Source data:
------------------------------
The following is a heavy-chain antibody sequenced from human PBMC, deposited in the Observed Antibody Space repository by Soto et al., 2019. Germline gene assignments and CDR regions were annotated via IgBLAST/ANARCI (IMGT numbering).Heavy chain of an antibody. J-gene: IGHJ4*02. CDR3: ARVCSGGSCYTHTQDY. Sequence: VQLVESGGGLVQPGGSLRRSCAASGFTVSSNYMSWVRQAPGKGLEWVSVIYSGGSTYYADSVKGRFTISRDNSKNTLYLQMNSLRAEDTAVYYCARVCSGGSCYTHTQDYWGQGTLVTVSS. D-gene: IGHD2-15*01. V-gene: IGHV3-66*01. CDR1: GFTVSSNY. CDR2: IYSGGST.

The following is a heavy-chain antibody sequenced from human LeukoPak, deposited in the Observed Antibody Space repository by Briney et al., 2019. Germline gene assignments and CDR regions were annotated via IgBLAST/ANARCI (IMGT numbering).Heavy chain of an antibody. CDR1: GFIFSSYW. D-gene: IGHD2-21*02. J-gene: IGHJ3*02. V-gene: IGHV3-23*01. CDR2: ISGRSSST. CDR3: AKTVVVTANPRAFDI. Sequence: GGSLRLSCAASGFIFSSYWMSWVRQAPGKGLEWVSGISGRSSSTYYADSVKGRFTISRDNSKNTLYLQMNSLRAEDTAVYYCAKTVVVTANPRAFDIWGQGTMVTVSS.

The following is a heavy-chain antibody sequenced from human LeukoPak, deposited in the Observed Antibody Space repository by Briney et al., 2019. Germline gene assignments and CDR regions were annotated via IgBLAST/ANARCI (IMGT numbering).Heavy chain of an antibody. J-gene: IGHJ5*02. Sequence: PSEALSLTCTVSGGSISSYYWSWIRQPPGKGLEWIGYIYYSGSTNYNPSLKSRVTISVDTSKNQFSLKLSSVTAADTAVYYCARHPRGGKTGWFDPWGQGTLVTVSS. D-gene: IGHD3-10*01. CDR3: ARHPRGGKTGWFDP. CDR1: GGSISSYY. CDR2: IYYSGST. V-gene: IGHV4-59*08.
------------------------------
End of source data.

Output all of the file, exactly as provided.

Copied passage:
The following is a heavy-chain antibody sequenced from human PBMC, deposited in the Observed Antibody Space repository by Soto et al., 2019. Germline gene assignments and CDR regions were annotated via IgBLAST/ANARCI (IMGT numbering).Heavy chain of an antibody. J-gene: IGHJ4*02. CDR3: ARVCSGGSCYTHTQDY. Sequence: VQLVESGGGLVQPGGSLRRSCAASGFTVSSNYMSWVRQAPGKGLEWVSVIYSGGSTYYADSVKGRFTISRDNSKNTLYLQMNSLRAEDTAVYYCARVCSGGSCYTHTQDYWGQGTLVTVSS. D-gene: IGHD2-15*01. V-gene: IGHV3-66*01. CDR1: GFTVSSNY. CDR2: IYSGGST.

The following is a heavy-chain antibody sequenced from human LeukoPak, deposited in the Observed Antibody Space repository by Briney et al., 2019. Germline gene assignments and CDR regions were annotated via IgBLAST/ANARCI (IMGT numbering).Heavy chain of an antibody. CDR1: GFIFSSYW. D-gene: IGHD2-21*02. J-gene: IGHJ3*02. V-gene: IGHV3-23*01. CDR2: ISGRSSST. CDR3: AKTVVVTANPRAFDI. Sequence: GGSLRLSCAASGFIFSSYWMSWVRQAPGKGLEWVSGISGRSSSTYYADSVKGRFTISRDNSKNTLYLQMNSLRAEDTAVYYCAKTVVVTANPRAFDIWGQGTMVTVSS.

The following is a heavy-chain antibody sequenced from human LeukoPak, deposited in the Observed Antibody Space repository by Briney et al., 2019. Germline gene assignments and CDR regions were annotated via IgBLAST/ANARCI (IMGT numbering).Heavy chain of an antibody. J-gene: IGHJ5*02. Sequence: PSEALSLTCTVSGGSISSYYWSWIRQPPGKGLEWIGYIYYSGSTNYNPSLKSRVTISVDTSKNQFSLKLSSVTAADTAVYYCARHPRGGKTGWFDPWGQGTLVTVSS. D-gene: IGHD3-10*01. CDR3: ARHPRGGKTGWFDP. CDR1: GGSISSYY. CDR2: IYYSGST. V-gene: IGHV4-59*08.